>> dating back to 1600's but at least they are being protected by
>> leaves/moss etc growing on them. Another, in Monaghan was 'tidied', any
>> fallen stones were put in a corner, since then all leaves, grass
>> cuttings etc has been dumped on top of them so they are buried under a
>> mound of compost. Thankfully I know none of mine are in the heap.
>> Perhaps Montague stone was removed due to poor foundations etc and
>> possibly falling over on someone..
>> On 18/10/2014 00:50, John Olson-Kennedy via wrote:
>>> I looked around the churchyard to see if I
>>> could find the original stone stashed some place, but alas couldn't find
>>> it. There were however a couple of old stones lying to the side, but
>>> stacked up, so I could only see the top one, and it wasn't it.
>> Search FG Archives:http://archiver.rootsweb.ancestry.com/th/read/FERMANAGH-GOLD/201...
>> To unsubscribe from the list, please send an email toFERMANAGH-GOLD-request(a)rootsweb.com with the word 'unsubscribe' without the quotes in the subject and the body of the message
When I was in Cavan four years ago (before I knew about the headstone project that has become so dear to me now), I visited the ruins of the Franciscan Friary in Abbey Lane in Cavan Town. It was founded by an O'Reilly in the 1300's by an O'Reilly although a couple of centuries later was burned by my clan as well. All that remains is a bell tower. History says the stones of the Abbey were used for building in the town. However, as I wandered around the yard, I noticed a large stone "trough" that seemed to contain loads of marked stones. I think they may have been headstones because they call the yard a churchyard. I can't find anything online that says specifically how or why they were removed from the yard. A treasure trove though because it was both a friary and a C of I church until it was finally destroyed.
Happy All Hallows Eve/Hallowe'en to all my fellow Celts!!!
I researched the story of Alice Kittle, the daughter of an Inn-keeper and money-lender, for a member's talk for Killesher Historical Society about 5 years ago. The person burned at the stake was her Maidservant.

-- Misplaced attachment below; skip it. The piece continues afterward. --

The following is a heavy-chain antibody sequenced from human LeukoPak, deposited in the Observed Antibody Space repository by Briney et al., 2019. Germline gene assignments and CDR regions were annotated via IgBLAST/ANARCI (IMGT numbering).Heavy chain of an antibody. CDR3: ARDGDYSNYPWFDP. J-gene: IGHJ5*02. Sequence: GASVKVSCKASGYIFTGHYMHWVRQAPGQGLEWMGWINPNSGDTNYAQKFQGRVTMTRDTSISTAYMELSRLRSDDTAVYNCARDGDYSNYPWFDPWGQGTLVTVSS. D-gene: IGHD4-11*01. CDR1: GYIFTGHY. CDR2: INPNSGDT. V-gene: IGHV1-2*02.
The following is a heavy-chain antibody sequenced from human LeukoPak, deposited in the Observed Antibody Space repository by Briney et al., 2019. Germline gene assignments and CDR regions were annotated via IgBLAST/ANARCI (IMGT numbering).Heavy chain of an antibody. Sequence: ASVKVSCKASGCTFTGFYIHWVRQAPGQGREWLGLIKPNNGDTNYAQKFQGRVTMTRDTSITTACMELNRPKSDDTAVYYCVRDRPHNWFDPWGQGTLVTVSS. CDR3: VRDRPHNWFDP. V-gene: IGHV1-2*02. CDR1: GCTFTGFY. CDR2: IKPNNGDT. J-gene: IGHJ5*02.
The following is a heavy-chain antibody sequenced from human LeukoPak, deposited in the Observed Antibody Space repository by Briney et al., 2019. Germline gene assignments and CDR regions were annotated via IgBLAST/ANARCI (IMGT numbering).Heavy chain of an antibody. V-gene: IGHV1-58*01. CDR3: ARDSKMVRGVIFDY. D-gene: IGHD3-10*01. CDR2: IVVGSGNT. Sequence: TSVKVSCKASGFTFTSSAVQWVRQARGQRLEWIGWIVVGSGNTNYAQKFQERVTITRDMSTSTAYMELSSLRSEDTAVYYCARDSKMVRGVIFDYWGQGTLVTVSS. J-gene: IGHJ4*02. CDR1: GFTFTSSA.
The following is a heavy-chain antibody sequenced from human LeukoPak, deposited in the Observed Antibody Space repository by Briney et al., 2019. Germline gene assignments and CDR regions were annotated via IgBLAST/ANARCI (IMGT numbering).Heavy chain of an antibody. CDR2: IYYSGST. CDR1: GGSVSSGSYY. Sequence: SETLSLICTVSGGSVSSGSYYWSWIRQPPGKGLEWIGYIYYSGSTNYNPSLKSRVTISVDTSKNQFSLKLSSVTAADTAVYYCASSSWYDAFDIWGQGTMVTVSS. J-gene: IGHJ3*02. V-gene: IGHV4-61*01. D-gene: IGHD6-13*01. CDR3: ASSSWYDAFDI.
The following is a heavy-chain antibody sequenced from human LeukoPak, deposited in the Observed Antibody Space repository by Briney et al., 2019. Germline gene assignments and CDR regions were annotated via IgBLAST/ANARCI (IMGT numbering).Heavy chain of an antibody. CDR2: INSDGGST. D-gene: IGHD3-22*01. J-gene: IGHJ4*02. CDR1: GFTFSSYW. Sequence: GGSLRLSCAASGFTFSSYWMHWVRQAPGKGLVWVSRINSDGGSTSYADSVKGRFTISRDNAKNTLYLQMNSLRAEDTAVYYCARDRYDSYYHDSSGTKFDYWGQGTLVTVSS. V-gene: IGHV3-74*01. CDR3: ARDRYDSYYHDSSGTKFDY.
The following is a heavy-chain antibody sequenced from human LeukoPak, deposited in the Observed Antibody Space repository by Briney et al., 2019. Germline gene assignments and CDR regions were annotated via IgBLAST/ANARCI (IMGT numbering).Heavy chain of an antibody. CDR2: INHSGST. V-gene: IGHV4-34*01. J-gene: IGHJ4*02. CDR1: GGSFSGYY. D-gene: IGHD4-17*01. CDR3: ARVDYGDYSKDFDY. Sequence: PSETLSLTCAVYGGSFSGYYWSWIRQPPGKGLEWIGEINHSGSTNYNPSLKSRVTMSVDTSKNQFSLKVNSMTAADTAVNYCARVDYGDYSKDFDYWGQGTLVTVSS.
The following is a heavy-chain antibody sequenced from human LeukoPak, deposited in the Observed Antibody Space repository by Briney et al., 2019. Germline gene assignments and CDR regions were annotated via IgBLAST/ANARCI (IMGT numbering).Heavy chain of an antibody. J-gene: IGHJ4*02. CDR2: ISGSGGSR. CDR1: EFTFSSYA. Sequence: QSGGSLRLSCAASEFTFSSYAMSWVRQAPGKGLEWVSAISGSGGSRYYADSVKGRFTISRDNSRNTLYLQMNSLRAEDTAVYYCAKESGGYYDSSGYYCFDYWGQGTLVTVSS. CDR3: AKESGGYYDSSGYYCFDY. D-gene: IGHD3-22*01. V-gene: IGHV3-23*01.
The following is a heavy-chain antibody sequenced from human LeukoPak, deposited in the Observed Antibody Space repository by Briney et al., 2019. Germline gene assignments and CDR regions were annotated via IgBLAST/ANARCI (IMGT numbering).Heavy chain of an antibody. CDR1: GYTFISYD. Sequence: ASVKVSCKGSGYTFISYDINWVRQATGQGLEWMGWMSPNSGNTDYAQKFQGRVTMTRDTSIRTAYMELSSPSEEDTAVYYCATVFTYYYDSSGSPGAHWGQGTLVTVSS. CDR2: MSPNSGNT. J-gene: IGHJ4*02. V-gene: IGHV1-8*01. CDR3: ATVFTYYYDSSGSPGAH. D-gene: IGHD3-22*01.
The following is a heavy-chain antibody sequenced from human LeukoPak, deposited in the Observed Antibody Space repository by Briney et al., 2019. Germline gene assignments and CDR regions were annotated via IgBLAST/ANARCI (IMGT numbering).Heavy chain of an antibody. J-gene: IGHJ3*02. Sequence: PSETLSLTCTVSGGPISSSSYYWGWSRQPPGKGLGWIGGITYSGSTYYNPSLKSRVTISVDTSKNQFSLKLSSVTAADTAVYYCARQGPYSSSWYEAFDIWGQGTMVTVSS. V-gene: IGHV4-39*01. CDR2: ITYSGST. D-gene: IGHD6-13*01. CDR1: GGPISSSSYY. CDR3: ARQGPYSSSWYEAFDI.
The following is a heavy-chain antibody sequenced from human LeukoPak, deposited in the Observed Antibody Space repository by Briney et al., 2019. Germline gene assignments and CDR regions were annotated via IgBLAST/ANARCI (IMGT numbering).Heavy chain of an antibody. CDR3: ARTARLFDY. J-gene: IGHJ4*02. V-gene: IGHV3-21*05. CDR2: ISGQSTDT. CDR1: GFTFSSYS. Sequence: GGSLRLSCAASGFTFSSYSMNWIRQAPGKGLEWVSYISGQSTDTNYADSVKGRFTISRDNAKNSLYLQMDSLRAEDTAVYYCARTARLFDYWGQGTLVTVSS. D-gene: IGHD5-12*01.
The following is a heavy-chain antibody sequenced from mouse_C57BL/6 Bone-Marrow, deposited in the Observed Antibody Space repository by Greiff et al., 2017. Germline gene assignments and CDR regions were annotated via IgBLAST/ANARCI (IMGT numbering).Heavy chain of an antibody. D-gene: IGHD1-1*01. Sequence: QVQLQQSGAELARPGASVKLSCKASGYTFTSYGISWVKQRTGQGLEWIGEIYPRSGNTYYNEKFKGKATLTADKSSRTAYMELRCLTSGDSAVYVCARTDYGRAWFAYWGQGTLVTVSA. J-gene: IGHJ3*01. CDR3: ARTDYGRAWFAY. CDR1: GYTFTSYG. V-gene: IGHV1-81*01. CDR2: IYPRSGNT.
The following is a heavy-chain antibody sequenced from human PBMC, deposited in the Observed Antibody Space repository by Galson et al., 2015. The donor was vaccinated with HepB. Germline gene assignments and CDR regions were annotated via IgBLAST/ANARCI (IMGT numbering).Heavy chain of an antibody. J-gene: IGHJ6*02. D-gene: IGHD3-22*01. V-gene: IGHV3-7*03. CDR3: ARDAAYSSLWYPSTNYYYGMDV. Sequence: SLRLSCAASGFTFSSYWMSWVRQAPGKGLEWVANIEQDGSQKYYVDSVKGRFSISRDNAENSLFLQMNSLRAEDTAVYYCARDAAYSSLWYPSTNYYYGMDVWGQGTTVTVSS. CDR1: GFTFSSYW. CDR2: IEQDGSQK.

Alice fled to England and lived out her natural days there.
I used my Grandfather Crozier's "Annals of Ulster" books published in the early 1840s in 4 Volumes as my source
My notes were lost when the old computer crashed.
The hunt against her was really a family feud between her, her son by her first marriage, and her cousin, a Bishop of the Church at that time.
The link did not work for me. A pity, as I'd have liked to read someone else's viewpoint on it all.
Sent from my iPad
> On 30 Oct 2014, at 19:31, sean roche via <fermanagh-gold(a)rootsweb.com> wrote:
> I listen to all this guys podcasts...
> and obviously they cost money to produce...
> BUT this podcast mentions a request for CROWDFUNDING investment...
> this is a similar concept to 'Angels' investing in the movie industry...
> If it produces more books/podcasts etc. I am all for it...
> If you do not like the idea then just ignore the post...
Possibly a descendant of your William's son William b.1810...
Year of Census Extract 1851
Surname of Pension Applicant Somerville
Christian name of Applicant Annie Maria
Applicant's present address C/O P O Tempo, Co Fermanagh
Surname of Father Somerville
Christian name of Father Wm
Maiden Surname of Mother Johnston
Christian name of Mother Rebecca
Residence Location - County Fermanagh
Residence Location - Barony Tirkennedy
Residence Location - Parish Cleenish
Residence Location - Townland Coolbuck
Residence Location - City-
Surnames of each family member Christian names of each family member
Relation of each family member Age of each family member
Somerville Ann - 17
Somerville Rebecca - 11
Somerville Robt - 9
Somerville Noble - 7
I listen to all this guys podcasts...
and obviously they cost money to produce...
BUT this podcast mentions a request for CROWDFUNDING investment...
this is a similar concept to 'Angels' investing in the movie industry...
If it produces more books/podcasts etc. I am all for it...